Lack of young lawyers entering the field has left justice system facing a ‘cliff edge scenario’
Criminal defence solicitors may become extinct in parts of England and Wales within five years, according to the Law Society. The warning from Chancery Lane coincides with the publication of an interactive heatmap showing the ageing profile of criminal solicitors across the country.
Law Society president Joe Egan warned that government cuts to legal aid coupled with an increasingly ageing profession mean the criminal justice system is facing a “cliff edge scenario”. Egan continued:
“There are not enough young lawyers entering the field of criminal defence work.”
The Law Society’s new heatmap shows that across Dorset, Somerset, Wiltshire, Worcestershire, West Wales and Mid Wales, over 60% of criminal solicitors are over 50-years-old. Across the profession as a whole, just over a quarter (27%) of solicitors are 50 or over. Incredibly, in Norfolk, Suffolk, Cornwall and Worcestershire there are no criminal solicitors under 35, according to the stats.
As an interesting aside, Egan himself hit headlines last year after it emerged that his firm, Bolton outfit Joe Egan Solicitors, was paying its rookies below the recommended solicitor minimum wage. At the time Egan cited, among other things, government cuts to legal for failing to cough up the cash.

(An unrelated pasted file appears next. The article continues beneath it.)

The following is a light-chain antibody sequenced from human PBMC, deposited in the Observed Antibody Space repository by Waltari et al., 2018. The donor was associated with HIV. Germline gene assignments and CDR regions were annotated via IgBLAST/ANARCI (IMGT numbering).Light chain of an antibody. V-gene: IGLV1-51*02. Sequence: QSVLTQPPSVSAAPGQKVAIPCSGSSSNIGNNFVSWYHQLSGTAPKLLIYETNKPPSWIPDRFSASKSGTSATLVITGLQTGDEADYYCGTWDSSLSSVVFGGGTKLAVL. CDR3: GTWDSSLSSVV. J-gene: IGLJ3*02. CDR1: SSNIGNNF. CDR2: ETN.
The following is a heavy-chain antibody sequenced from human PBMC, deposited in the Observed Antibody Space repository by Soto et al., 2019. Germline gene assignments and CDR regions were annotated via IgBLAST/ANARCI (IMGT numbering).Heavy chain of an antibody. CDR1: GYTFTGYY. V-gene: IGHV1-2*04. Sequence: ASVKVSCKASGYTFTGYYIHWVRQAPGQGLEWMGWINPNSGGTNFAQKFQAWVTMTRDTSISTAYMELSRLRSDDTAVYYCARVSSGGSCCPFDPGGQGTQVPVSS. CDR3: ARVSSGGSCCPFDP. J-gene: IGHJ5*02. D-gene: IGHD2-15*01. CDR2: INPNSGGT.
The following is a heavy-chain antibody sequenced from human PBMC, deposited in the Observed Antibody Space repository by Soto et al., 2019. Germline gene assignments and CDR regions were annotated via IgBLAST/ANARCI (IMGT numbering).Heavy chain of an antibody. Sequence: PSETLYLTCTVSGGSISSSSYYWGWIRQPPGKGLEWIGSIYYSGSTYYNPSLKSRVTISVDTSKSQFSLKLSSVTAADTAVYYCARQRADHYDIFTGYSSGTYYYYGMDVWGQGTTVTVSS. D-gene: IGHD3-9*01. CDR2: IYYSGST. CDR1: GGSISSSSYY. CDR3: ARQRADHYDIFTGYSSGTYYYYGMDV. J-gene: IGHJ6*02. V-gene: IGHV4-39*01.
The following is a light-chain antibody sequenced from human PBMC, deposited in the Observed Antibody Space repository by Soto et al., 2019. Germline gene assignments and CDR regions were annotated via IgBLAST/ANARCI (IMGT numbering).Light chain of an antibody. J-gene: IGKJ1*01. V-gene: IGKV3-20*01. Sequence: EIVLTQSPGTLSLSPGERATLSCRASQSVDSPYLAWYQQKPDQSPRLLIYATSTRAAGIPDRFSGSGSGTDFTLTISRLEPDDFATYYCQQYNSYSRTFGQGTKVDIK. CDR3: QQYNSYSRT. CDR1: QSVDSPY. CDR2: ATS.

Returning to today’s depressing data, Egan added:
“Criminal justice is at the heart of a democratic society and duty solicitors ensure a fundamental part of the justice system is upheld. Twenty years without any increases in fees, and a series of drastic cuts have pushed the criminal justice system to the point where lawyers can no longer see a viable career doing this work.”
Today’s findings will come as no surprise to solicitors currently plying their trade at the legal aid coal face.
Last year, the Junior Lawyers Division (JLD) said there was “no incentive” for young solicitors to qualify into criminal law. The organisation — which represents lawyers, trainees and students — slammed the government’s swingeing cuts to legal aid, and argued that this would prevent aspiring criminal solicitors from lower socio-economic backgrounds from entering the profession.
Earlier today, Legal Cheek reported that 90 chambers now publicly support the Criminal Bar Association’s (CBA) call for direct action in response to fresh government cuts to legal aid. In a message to its members, CBA chair Angela Rafferty QC said that the bar’s “resolute approach” had led to a “watershed moment”.
Barristers have been refusing to take new publicly-funded cases since April 1. This is in response to the government’s changes to the Advocates’ Graduated Fee Scheme (AGFS), which barristers say will result in further cuts to their income.